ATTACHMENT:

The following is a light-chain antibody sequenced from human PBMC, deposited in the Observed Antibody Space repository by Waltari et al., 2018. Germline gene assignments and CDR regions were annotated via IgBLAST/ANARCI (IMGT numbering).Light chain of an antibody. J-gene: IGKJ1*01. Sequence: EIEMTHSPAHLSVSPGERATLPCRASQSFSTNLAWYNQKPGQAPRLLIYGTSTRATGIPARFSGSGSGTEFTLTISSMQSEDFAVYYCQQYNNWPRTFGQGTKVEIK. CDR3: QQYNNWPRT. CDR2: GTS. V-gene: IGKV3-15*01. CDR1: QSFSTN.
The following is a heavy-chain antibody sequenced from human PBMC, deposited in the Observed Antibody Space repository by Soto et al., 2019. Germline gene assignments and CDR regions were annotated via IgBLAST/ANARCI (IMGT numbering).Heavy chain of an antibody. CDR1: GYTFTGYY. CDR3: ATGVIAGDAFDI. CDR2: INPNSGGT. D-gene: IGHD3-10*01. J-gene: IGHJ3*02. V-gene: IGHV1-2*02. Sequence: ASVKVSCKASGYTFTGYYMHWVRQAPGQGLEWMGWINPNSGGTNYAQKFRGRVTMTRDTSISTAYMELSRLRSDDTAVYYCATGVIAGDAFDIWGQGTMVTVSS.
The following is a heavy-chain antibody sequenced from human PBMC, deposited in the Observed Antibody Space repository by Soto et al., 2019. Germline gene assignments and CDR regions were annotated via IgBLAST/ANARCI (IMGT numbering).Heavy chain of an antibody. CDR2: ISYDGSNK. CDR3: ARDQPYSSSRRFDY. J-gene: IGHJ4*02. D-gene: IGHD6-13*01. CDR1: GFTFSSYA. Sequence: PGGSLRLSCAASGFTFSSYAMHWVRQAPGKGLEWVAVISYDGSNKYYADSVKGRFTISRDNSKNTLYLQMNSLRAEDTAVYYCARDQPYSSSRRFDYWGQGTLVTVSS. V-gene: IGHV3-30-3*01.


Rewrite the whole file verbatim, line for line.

The following is a light-chain antibody sequenced from human PBMC, deposited in the Observed Antibody Space repository by Waltari et al., 2018. Germline gene assignments and CDR regions were annotated via IgBLAST/ANARCI (IMGT numbering).Light chain of an antibody. J-gene: IGKJ1*01. Sequence: EIEMTHSPAHLSVSPGERATLPCRASQSFSTNLAWYNQKPGQAPRLLIYGTSTRATGIPARFSGSGSGTEFTLTISSMQSEDFAVYYCQQYNNWPRTFGQGTKVEIK. CDR3: QQYNNWPRT. CDR2: GTS. V-gene: IGKV3-15*01. CDR1: QSFSTN.
The following is a heavy-chain antibody sequenced from human PBMC, deposited in the Observed Antibody Space repository by Soto et al., 2019. Germline gene assignments and CDR regions were annotated via IgBLAST/ANARCI (IMGT numbering).Heavy chain of an antibody. CDR1: GYTFTGYY. CDR3: ATGVIAGDAFDI. CDR2: INPNSGGT. D-gene: IGHD3-10*01. J-gene: IGHJ3*02. V-gene: IGHV1-2*02. Sequence: ASVKVSCKASGYTFTGYYMHWVRQAPGQGLEWMGWINPNSGGTNYAQKFRGRVTMTRDTSISTAYMELSRLRSDDTAVYYCATGVIAGDAFDIWGQGTMVTVSS.
The following is a heavy-chain antibody sequenced from human PBMC, deposited in the Observed Antibody Space repository by Soto et al., 2019. Germline gene assignments and CDR regions were annotated via IgBLAST/ANARCI (IMGT numbering).Heavy chain of an antibody. CDR2: ISYDGSNK. CDR3: ARDQPYSSSRRFDY. J-gene: IGHJ4*02. D-gene: IGHD6-13*01. CDR1: GFTFSSYA. Sequence: PGGSLRLSCAASGFTFSSYAMHWVRQAPGKGLEWVAVISYDGSNKYYADSVKGRFTISRDNSKNTLYLQMNSLRAEDTAVYYCARDQPYSSSRRFDYWGQGTLVTVSS. V-gene: IGHV3-30-3*01.